Naples:life,death &
                Miracle contact: Jeff Matthews

ErN 35, entry Sept 2010     

usical Instruments & Exploding Heads

Friends keep sending me items they read about Naples, wanting to know if this, that, and such-and-such are really so. It's all true, all true, I tell them, especially the parts about the noise, traffic jams, great food, beautiful babes and entire portions of the peninsula cracking off and washing into the Mediterranean during our monthly earthquakes. I forgot the eruptions of Vesuvius. That damned thing goes off incessantly.

But I don't know about this latest one. It's apparently from one of those supermarket check-out stand rags such as The Enquirer, The Revealer, The Liar, etc. You know, the ones with headlines like "Man from Mars Fathers Human Child". (Pretty ridiculous, if you ask me. Just think of the reproductive organs you'd need in order to propagate all the way from another planet!)

The article my friend sent me is about something which supposedly happened in a jazz club in Naples. It says: "A trumpet player died on stage when he blew so hard trying to hit a high note that his head exploded. He was playing the end of 'The Impossible Dream' from Man of La Mancha when his head swelled and burst like a balloon." Being a trombone player, myself, I have a survival interest in such matters, so I called around to find out the truth. No one seems to know anything about it, but if you are a concerned parent contemplating music lessons for your children, you may be more at ease if you know something about the HEP (Head Explosion Potential) of musical instruments.

The safest instrument for your child to play —virtually zero on the HEP scale— is the piano, since your youngster's head is unlikely to explode unless the piano falls directly on it. Another safe instrument is the cymbals. ("IS" the cymbals? That singular verb with a plural predicate doesn't sound right, but "Is the cymbal" doesn't sound too good, either. Actually, a singular cymbal doesn't sound at all, and your kid won't find much work if he or she plays only one of them). Anyway, research (yes, done with your tax money!) has shown that in order to explode the head by clapping cymbals together on it would take an articulated neck such as found only among the phylum Arthropoda, so unless your child looks like that creature in Alien, cymbals are o.k. Be warned, however, that a few percussionists have willfully contorted themselves into a suicidal posture and cymballed themselves to death, depressed because after years of practice they finally figured out that you can't play a melody on the damned things.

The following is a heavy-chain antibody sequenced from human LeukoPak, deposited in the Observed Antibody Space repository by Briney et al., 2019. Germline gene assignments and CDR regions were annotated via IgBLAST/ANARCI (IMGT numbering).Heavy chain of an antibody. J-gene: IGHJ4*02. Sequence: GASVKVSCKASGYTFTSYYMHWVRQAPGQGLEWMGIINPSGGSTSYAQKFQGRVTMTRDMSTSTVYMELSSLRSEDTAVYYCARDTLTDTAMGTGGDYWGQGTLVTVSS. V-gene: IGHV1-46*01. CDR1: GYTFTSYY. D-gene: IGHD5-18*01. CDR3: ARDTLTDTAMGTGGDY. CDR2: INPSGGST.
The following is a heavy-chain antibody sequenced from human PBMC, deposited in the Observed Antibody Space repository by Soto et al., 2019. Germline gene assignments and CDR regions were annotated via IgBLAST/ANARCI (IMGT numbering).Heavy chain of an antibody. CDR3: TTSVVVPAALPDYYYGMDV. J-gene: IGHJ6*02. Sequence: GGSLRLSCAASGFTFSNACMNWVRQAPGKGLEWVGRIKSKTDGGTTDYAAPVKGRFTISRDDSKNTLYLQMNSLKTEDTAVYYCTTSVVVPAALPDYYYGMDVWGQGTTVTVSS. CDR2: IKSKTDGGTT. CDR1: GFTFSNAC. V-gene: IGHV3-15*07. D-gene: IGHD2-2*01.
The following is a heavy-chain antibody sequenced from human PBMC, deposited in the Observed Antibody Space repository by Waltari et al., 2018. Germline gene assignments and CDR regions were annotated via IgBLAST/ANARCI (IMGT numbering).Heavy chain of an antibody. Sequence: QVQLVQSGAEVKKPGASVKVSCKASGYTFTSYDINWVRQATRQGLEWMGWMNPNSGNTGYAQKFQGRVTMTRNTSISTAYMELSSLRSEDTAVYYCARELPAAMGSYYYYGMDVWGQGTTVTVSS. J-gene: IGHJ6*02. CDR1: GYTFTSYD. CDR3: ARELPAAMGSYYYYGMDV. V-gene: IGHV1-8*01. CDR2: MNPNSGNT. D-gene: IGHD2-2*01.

As for trumpets, HEP is pretty low (or "statistically insignificant," as I might say if I were writing this up for some yuppie business journal). You might blow so hard that you injure the eustachian tubes leading to the middle ear, or you might actually push your teeth in if you are a high-note specialist with gum disease. But exploding heads? I don't think so. Even the colors you turn as you play higher and harder on the trumpet aren't that impressive. (It has been claimed that making any loud noise at all will make you change color. Even in animals. A recent issue of the Journal of Strange Veterinary Medicine carried a report about a cow that bellowed so loud it turned purple. The report was entitled: "The Cow that Mooed Indigo"). With the trumpet, generally, your face first turns red and then goes blue, but just barely.

Now, oboe players, on the other hand, really get some serious angstroms going; they warp up past the visible spectrum into the ultraviolet and beyond almost immediately, not unlike the microwave oven in your kitchen, which is what has given rise to the musicians' slang phrase, "Man, this guy is really cookin'!" Obscene little topographies of veins bulge out on the oboe player's forehead, throbbing and wiggling like cobras being coaxed from their subdermal lair by the exotic sound of the instrument. But it's not the music, it's all that potentially explosive back-pressure from the notoriously difficult double-reed mouthpiece. An oboe player's head is, thus, a tiny hyperbaric pressure chamber with daredevil disdain for the red line! I think of those interminable passages in Tschaikovsky where the oboe just wails on and on, growing more Vesuvian with each passing measure, while the poor clarinets sit tacitly next door in Pompeii, fidgeting nervously and whispering things like,"Pssst! Sammy... I think Mort is getting ready to blow... ask the trumpet section if they want to change seats with us... they owe us one."  You catch on fast. We're talkin' industrial-strength HEP, here! 

What about other instruments? I don't see any real dangers from violin playing. Callouses on the fingers are the worst  that can happen. The tuba? Well, you can get laughed at, but that's about it. Typical Neapolitan instruments such as the mandolin, the zampogna, and the putipu might get you beaten up because they're all annoying, but your head won't explode from playing them. In short, except for the oboe, there are no real dangers lurking in Beginning Band, and before your child's head explodes from playing, your wallet will probably implode from paying for lessons. I guess the  real  question in this whole affair is this: What in the world was that guy doing, anyway—playing a corn-ball tune like "The Impossible Dream" in a jazz  club?!

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